News National Prince Harry to patrol with Aboriginal troops

Prince Harry to patrol with Aboriginal troops

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Captain Harry Wales will patrol the north with Aboriginal soldiers and train with special forces during his month-long secondment to the Australian Army beginning next week.

It will be one of the final chapters in the prince’s 10-year career in uniform before he leaves the British army in June.

His Australian tour begins with the laying of a wreath on the Tomb of the Unknown Soldier at the Australian War Memorial in Canberra on Easter Monday.

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He will meet Governor-General Peter Cosgrove, tour the Afghanistan and World War I galleries of the memorial then greet the public, before officially reporting for duty at Defence headquarters at 10.30am.

Prince Harry, 30, will also be attached to units in Darwin, Perth and Sydney.

Captain Harry Wales will patrol the north with Indigenous troops. Photo: AAP

In Perth, he’ll undertake training activities with the Special Air Service Regiment and in Darwin he’ll head out with members of Norforce, the mostly indigenous unit that patrols northern Australia.

In Sydney, the prince joins the Holsworthy-based 6th Aviation Regiment and will train on helicopter simulators and possibly take part in flying operations.

He’s a qualified Apache helicopter pilot, though 6th Aviation Regiment flies Black Hawk and Kiowa helicopters.

As a veteran of two deployments to Afghanistan, the prince has a special interest in treatment of wounded soldiers. So all his Australian postings will involve visits to soldier recovery centres to view how Australia treats its wounded warriors.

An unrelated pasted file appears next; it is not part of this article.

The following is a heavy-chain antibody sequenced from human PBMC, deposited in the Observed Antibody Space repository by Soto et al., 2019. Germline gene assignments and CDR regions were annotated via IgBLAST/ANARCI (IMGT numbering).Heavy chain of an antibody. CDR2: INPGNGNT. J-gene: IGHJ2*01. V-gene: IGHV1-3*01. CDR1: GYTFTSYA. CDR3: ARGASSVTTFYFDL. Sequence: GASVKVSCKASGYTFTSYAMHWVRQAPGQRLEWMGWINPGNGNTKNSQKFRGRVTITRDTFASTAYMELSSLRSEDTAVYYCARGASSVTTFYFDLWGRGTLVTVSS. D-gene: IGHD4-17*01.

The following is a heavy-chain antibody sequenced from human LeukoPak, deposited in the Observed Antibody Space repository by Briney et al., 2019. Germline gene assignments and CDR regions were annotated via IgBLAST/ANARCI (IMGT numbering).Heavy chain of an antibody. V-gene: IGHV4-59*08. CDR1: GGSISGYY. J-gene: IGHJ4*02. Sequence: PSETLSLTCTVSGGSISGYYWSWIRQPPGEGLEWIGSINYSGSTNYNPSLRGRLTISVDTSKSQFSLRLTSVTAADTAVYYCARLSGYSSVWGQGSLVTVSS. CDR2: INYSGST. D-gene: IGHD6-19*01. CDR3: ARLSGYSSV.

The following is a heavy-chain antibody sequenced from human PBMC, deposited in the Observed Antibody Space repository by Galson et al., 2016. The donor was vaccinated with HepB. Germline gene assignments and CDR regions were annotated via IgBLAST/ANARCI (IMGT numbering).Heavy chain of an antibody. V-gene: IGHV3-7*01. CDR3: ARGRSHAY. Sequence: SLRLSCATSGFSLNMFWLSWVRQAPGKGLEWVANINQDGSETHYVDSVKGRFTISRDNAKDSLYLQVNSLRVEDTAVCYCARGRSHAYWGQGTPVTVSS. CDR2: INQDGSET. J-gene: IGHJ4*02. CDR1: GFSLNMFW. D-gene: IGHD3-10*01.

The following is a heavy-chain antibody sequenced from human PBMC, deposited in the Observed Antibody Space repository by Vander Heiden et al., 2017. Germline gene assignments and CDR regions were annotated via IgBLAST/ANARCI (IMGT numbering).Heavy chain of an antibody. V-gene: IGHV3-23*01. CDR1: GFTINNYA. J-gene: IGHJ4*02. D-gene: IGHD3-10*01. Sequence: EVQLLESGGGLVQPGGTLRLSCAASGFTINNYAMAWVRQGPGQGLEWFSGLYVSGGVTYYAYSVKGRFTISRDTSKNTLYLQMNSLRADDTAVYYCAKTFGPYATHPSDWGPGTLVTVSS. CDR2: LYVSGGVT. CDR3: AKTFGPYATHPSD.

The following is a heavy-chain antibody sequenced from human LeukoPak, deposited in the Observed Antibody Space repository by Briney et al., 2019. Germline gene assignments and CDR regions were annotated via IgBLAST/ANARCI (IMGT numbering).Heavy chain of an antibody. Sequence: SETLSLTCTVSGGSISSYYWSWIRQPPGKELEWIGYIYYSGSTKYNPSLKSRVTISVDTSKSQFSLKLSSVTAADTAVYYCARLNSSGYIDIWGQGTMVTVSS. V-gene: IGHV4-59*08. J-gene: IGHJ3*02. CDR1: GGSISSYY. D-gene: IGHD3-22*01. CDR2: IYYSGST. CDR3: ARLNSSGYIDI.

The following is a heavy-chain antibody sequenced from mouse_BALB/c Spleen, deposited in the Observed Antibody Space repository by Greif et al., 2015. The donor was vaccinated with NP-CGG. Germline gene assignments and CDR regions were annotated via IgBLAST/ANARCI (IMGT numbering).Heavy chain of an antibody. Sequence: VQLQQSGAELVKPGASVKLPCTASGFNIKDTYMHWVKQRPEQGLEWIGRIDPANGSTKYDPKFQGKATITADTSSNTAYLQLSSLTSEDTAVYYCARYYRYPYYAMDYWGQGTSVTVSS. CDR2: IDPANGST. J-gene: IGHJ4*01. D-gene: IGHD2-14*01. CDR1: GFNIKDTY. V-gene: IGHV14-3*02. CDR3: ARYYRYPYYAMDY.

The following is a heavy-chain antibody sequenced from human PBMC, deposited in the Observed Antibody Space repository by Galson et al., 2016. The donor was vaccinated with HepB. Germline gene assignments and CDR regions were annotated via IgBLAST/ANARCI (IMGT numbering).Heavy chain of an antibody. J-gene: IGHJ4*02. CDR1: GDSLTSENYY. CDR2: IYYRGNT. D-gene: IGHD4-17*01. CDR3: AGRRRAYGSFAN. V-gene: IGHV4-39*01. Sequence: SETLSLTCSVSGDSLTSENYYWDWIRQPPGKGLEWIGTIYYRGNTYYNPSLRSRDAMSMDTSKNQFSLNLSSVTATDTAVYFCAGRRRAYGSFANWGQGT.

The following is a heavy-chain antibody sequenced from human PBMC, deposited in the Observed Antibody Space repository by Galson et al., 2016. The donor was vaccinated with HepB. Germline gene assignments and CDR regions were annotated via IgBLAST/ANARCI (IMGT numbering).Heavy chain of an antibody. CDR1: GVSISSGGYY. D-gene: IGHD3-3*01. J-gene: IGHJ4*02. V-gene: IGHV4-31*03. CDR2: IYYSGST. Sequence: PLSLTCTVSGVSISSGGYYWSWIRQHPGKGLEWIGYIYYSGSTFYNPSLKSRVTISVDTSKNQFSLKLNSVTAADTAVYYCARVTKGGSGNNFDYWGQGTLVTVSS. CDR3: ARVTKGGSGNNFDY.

The prince also will travel to Gallipoli to represent the royal family at the Anzac Day dawn service along with his father, Prince Charles.

Defence describes Prince Harry’s Australian venture as a military attachment, not a traditional royal visit.

His only scheduled public appearance will be on the first day at the Australian War Memorial.

However, he could end up socialising with members of his units.

Prince Harry’s spokesman said the royal had been looking forward to his attachment after working with Australian soldiers in Afghanistan, at the Invictus Games and during his 2013 charity trek to the South Pole with Walking With The Wounded.

“It’s an opportunity he has been keen to explore for quite some time now,” he said.

“He knows he will learn a huge amount from this experience.”

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